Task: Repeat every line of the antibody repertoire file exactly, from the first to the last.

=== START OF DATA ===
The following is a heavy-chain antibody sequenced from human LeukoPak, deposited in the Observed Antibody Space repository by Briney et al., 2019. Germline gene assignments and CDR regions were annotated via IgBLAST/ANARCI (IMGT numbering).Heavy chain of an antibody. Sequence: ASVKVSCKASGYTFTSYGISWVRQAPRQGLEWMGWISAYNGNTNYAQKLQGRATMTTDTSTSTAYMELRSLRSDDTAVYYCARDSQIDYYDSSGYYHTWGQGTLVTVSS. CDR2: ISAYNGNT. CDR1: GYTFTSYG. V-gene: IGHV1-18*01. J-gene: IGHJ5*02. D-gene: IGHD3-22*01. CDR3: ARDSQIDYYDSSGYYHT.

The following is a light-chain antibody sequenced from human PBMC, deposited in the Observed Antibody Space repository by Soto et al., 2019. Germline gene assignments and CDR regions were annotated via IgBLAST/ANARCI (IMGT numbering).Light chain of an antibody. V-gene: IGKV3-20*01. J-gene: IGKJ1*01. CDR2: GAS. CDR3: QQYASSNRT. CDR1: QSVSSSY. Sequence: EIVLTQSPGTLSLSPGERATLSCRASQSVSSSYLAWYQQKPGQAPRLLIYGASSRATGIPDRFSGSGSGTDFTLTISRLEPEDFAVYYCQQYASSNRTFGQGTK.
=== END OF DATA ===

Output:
The following is a heavy-chain antibody sequenced from human LeukoPak, deposited in the Observed Antibody Space repository by Briney et al., 2019. Germline gene assignments and CDR regions were annotated via IgBLAST/ANARCI (IMGT numbering).Heavy chain of an antibody. Sequence: ASVKVSCKASGYTFTSYGISWVRQAPRQGLEWMGWISAYNGNTNYAQKLQGRATMTTDTSTSTAYMELRSLRSDDTAVYYCARDSQIDYYDSSGYYHTWGQGTLVTVSS. CDR2: ISAYNGNT. CDR1: GYTFTSYG. V-gene: IGHV1-18*01. J-gene: IGHJ5*02. D-gene: IGHD3-22*01. CDR3: ARDSQIDYYDSSGYYHT.

The following is a light-chain antibody sequenced from human PBMC, deposited in the Observed Antibody Space repository by Soto et al., 2019. Germline gene assignments and CDR regions were annotated via IgBLAST/ANARCI (IMGT numbering).Light chain of an antibody. V-gene: IGKV3-20*01. J-gene: IGKJ1*01. CDR2: GAS. CDR3: QQYASSNRT. CDR1: QSVSSSY. Sequence: EIVLTQSPGTLSLSPGERATLSCRASQSVSSSYLAWYQQKPGQAPRLLIYGASSRATGIPDRFSGSGSGTDFTLTISRLEPEDFAVYYCQQYASSNRTFGQGTK.